Big trucks, small trucks, old trucks, new trucks and mud trucks. No, this isn’t a Dr. Seuss story, but the scene of Aug. 10 at the Outback Motorsports Complex in Laurinburg. The Mud Bog Run will raise money in support of the local Spring Hill Fire Department so that the firefighters can better equip themselves to save lives and homes. Additionally, some of the money will be donated to Relay For Life.
The Mud Bog Run is what one might expect. ATVs, dirt bikes and trucks are welcomed to tear up the mud track for an evening of unadulterated, mud-slinging fun. Mudding became popular in the ‘70s throughout the United States and Canada and still remains immensely popular today.
“It’s cool to see the guys go through mud bogs. It’s pretty popular to a lot of people. We’ll have a three-acre pond in the back, too. We’ll have a little bit of mud wrestling and a little bit of everything,” said Mike Evock, owner of Outback Motorsports Complex.
“It’s a good, family-oriented event and park,” Evock said. “It’s an event for people to get together, have some food, have a good time and have fun.”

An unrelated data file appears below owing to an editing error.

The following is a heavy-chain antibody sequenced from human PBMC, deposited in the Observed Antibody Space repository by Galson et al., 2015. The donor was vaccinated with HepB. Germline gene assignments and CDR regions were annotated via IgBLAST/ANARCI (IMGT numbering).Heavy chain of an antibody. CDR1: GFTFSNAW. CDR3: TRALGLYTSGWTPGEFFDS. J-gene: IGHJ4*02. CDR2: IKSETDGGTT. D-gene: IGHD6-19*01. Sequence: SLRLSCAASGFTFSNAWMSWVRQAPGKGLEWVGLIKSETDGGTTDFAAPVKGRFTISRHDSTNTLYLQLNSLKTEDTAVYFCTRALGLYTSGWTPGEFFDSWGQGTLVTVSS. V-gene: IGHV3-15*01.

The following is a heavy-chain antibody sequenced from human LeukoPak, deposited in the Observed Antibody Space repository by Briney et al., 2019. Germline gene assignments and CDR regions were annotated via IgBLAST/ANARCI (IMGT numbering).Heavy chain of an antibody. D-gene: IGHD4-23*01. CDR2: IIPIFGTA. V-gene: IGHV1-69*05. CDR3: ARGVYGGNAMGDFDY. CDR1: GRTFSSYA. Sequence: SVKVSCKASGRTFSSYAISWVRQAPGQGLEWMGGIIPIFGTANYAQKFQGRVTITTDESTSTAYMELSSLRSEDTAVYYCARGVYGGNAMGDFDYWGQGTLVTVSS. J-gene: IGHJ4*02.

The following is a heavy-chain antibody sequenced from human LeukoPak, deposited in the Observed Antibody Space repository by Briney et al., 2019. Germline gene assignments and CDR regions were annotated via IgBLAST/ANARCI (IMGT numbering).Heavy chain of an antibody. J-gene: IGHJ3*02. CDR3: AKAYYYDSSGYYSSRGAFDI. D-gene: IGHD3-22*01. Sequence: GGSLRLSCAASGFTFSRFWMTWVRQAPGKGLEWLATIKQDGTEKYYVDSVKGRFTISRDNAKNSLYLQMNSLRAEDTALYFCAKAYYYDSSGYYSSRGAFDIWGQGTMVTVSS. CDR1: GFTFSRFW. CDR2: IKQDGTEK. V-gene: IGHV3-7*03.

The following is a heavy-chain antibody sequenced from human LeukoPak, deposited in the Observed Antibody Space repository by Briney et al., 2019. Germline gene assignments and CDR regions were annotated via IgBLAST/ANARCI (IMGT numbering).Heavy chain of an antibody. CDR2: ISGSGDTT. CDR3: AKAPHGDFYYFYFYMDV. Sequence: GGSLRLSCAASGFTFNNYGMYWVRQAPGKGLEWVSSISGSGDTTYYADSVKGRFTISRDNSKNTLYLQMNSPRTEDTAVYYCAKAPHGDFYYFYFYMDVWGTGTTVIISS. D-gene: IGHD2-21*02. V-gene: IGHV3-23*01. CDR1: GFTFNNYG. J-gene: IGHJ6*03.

While enjoying the mud bog, pick up some concessions and enjoy the DJ at the event as well. Also, there will be a bouncy house for the kids to enjoy.
This is the first Mud Bog Run in support of the Spring Hill Fire Department. The money raised will help the department buy more firefighting equipment as well as aid their construction efforts in adding to the department’s new building. The Mud Bog Run is the perfect social event to have a great time and support a good cause. If this is your first mud bog run and you’d like to participate directly, Evock has some advice.
“Just have good tires on your truck and go right ahead,” Evock said. “Go out there and go for it. Give it a shot.”
Relay For Life is the charity of the American Cancer Society. Since 1985, Relay For Life has donated more than $4 billion to cancer research. Participants in the relay jog different laps to bring awareness to the harm cancer does to society. The organization began in May of 1985 when Dr. Gordy Klatt ran around a track in Tacoma, Wash., for 24 hours, ultimately raising $27,000 for the American Cancer Society. A year later, hundreds of supporters joined the event and it has since grown into a worldwide phenomenon.
Do not miss out on the chance to help save lives in two different ways. The gates to the event will open at 9 a.m. And the mudding will begin at 3 p.m. For more information about this event, call 916 0284.